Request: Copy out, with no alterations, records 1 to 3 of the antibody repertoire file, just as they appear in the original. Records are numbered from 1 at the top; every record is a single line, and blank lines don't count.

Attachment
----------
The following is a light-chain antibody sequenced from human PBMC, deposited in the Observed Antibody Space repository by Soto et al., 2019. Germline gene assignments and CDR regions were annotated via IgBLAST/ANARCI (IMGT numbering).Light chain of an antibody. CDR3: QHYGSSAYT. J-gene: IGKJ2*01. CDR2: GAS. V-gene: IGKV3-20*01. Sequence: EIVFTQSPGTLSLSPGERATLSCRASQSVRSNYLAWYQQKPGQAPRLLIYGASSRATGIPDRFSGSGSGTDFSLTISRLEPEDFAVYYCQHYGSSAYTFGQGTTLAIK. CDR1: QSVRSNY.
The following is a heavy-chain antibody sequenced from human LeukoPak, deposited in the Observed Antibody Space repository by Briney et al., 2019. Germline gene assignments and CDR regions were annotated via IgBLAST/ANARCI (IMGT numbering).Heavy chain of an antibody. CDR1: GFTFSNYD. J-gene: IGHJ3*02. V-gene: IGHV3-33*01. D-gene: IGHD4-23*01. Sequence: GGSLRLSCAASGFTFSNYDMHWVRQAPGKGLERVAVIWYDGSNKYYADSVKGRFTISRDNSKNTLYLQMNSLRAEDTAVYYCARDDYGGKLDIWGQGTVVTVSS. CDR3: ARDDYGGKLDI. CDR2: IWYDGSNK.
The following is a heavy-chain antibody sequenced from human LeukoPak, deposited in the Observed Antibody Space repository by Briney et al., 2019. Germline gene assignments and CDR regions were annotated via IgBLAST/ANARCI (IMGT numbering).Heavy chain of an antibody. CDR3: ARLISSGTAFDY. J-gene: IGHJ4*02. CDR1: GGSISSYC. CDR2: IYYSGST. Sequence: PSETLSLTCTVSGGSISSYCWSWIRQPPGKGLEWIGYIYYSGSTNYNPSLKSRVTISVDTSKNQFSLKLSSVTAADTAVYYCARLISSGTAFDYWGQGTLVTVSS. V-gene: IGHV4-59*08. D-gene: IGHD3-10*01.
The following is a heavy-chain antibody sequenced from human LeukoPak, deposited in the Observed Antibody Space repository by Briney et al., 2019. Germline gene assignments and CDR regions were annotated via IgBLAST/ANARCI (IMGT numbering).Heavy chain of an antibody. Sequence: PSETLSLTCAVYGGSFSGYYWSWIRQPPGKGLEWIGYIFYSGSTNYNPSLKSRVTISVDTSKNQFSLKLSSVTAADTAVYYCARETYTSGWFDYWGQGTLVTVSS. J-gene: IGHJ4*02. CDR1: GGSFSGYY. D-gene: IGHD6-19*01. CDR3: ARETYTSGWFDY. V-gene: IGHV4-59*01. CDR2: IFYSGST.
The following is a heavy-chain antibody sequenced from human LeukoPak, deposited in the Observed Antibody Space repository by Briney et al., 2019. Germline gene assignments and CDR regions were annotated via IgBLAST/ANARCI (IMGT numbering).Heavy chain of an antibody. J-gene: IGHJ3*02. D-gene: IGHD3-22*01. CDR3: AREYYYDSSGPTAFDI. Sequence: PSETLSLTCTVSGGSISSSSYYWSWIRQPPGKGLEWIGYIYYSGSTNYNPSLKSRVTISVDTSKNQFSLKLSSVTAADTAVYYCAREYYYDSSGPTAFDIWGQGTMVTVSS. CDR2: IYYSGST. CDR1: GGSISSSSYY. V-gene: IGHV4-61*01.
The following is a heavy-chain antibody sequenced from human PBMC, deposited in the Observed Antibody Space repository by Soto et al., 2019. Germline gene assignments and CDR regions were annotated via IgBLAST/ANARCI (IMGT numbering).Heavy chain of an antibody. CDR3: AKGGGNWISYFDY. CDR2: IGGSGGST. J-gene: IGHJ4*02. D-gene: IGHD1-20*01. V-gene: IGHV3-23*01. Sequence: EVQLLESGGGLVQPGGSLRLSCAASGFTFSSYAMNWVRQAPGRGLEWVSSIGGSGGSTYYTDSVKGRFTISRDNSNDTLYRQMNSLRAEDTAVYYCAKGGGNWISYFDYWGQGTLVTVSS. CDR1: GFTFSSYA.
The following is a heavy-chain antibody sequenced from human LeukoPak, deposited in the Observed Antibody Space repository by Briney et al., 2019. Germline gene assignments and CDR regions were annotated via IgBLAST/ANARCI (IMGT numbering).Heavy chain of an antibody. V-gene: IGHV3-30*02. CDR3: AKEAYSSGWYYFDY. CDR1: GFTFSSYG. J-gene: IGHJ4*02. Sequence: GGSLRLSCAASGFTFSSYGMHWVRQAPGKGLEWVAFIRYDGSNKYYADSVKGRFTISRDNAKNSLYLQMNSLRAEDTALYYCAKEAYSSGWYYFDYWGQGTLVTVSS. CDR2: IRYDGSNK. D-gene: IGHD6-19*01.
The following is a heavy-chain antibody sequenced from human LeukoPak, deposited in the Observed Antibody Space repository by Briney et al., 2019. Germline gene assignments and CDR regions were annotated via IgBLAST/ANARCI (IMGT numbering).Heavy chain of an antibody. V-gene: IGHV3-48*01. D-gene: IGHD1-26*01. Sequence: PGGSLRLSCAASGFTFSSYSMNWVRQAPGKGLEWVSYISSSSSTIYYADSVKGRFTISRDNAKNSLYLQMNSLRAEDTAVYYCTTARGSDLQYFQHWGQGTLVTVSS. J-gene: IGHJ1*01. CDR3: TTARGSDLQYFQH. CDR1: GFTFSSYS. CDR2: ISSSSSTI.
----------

The following is a light-chain antibody sequenced from human PBMC, deposited in the Observed Antibody Space repository by Soto et al., 2019. Germline gene assignments and CDR regions were annotated via IgBLAST/ANARCI (IMGT numbering).Light chain of an antibody. CDR3: QHYGSSAYT. J-gene: IGKJ2*01. CDR2: GAS. V-gene: IGKV3-20*01. Sequence: EIVFTQSPGTLSLSPGERATLSCRASQSVRSNYLAWYQQKPGQAPRLLIYGASSRATGIPDRFSGSGSGTDFSLTISRLEPEDFAVYYCQHYGSSAYTFGQGTTLAIK. CDR1: QSVRSNY.
The following is a heavy-chain antibody sequenced from human LeukoPak, deposited in the Observed Antibody Space repository by Briney et al., 2019. Germline gene assignments and CDR regions were annotated via IgBLAST/ANARCI (IMGT numbering).Heavy chain of an antibody. CDR1: GFTFSNYD. J-gene: IGHJ3*02. V-gene: IGHV3-33*01. D-gene: IGHD4-23*01. Sequence: GGSLRLSCAASGFTFSNYDMHWVRQAPGKGLERVAVIWYDGSNKYYADSVKGRFTISRDNSKNTLYLQMNSLRAEDTAVYYCARDDYGGKLDIWGQGTVVTVSS. CDR3: ARDDYGGKLDI. CDR2: IWYDGSNK.
The following is a heavy-chain antibody sequenced from human LeukoPak, deposited in the Observed Antibody Space repository by Briney et al., 2019. Germline gene assignments and CDR regions were annotated via IgBLAST/ANARCI (IMGT numbering).Heavy chain of an antibody. CDR3: ARLISSGTAFDY. J-gene: IGHJ4*02. CDR1: GGSISSYC. CDR2: IYYSGST. Sequence: PSETLSLTCTVSGGSISSYCWSWIRQPPGKGLEWIGYIYYSGSTNYNPSLKSRVTISVDTSKNQFSLKLSSVTAADTAVYYCARLISSGTAFDYWGQGTLVTVSS. V-gene: IGHV4-59*08. D-gene: IGHD3-10*01.